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Support thread for parents doing therapy at home


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We're now out the other end of the therapy tunnel; take heart, there is an end. And for us at least, it was worth while.


Dd had two rounds of VT, over a year of OT, social skills therapy. None of this was considered medically necessary, so our insurance didn't cover any of it. And dd HATED the homework exercises after the first few weeks of newness wore off. All the therapy places were at least a half hour drive one-way, longer in traffic. It just took enormous chunks out of the day -- and I only have one child, so I didn't have to juggle other kids in waiting rooms or anything.


How old is your ds? The good thing about doing therapy when they're young is that they are more amenable to it, therapists can often make it fun, and they don't know any other way of life, so it doesn't seem so different to them as it does when they're older. Dd had her first rounds of therapies between the ages of eight and eleven or so. By the time she was twelve and I took her back to OT to see about her problems with chewing and textures, she'd had enough; it wasn't fun any more; and she knew that OT was something you did when something was "wrong" or "different," despite the fact that we had never used those words. She still handles her food like a very young child.


The OT did work wonders for dd's balance. She learned to ride a bike at last at age nine, learned to jump on a pogo stick and walk on stilts. But the OT couldn't manage much for fine motor problems and dysgraphia despite a lot of trying (dd was resistant even then). Vision therapy was also marvelous; dd developed binocular vision probably for the first time, stopped bumping into and dropping everything, was no longer afraid of games like tag or things involving rapid movement, learned to throw and catch and duck out of the way of a ball.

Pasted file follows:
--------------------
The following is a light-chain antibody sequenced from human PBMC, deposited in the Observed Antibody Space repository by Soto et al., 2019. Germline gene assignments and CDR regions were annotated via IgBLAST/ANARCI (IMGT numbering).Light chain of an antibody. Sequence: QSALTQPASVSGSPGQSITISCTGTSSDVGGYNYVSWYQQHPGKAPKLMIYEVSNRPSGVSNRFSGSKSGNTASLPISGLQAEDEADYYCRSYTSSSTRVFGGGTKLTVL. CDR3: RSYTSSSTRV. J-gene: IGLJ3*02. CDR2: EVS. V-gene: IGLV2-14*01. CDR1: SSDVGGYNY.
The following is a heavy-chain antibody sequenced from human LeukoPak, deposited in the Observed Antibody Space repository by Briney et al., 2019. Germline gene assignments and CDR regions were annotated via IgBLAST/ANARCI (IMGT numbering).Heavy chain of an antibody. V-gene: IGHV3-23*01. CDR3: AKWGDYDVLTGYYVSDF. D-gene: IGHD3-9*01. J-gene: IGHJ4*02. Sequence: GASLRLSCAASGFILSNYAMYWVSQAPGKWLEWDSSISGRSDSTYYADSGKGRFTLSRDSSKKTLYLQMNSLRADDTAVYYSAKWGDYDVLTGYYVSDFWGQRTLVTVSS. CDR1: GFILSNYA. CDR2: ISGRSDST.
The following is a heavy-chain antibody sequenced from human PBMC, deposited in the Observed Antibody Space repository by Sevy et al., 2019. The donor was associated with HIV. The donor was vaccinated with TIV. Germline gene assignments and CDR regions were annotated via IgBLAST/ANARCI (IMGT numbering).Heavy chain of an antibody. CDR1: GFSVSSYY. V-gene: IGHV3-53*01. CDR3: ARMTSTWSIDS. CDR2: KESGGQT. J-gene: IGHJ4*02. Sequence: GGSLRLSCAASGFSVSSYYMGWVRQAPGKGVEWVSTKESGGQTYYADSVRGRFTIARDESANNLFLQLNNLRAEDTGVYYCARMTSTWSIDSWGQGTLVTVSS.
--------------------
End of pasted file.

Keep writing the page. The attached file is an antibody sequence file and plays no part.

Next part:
I read that the neurotypical child is born with the metaphorical equivalent of a high school diploma in terms of sensory organization and bodily function; my child had to go through "school" and learn how to do all the things other kids picked up naturally. That schooling was just as important, if not more so, than academics, and had to have priority -- only through vision therapy, for instance, was dd able to gain reading stamina and the ability to read without headaches. Only through horseback riding, which she began at age eleven, did she acquire more core strength, stability, and fine motor skills which transferred over to her writing.


The more I could think of the body and sensory systems as absolutely, utterly inseparable from the mind, the more I was willing to put in the time for therapies and not think there was something better or more important we could be doing.


This doesn't mean that academic life is at a halt while therapies are going on. But we emphasized lots and lots of read-alouds, constant discussions of what we read, informal and often oral math, games and puzzles rather than written work, science activities rather than book work. When a child's physical and neurological systems finally straighten out, you'd be amazed at how much can be zoomed through in a short amount of time.

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Just another point of commiseration: I remember how it felt so crazy to see my dd being shuffled from one balancing piece of equipment to the next in OT, and wondering how in the world she was supposed to better her balance if she didn't get to stick with one thing long enough to figure it out and get good at it. Once I began reading and asking questions, I learned that it is precisely the requirement that a child re-configure balance and not become "set" in one strategy or position that is the key. Things that don't make sense at first sometimes do later on, when you know enough or feel brave enough to ask lots of questions.


On the other hand, there are definitely fads in OT and VT as with everything else in the world, and someone just entering that world has no clue which are fads and which are more tried and true. There are believers for just about every technique. If your child is getting a good mix of activities and processes, I don't think it's a problem; but still, the practitioners should be able to explain the value and purpose of the exercises to you and not be defensive or dismissive of your questions. I love my OT for letting me sit in on whatever sessions I wished to, and for her running commentary on why she was doing what she did. I learned a lot from her about ways to help my daughter acquire new skills.

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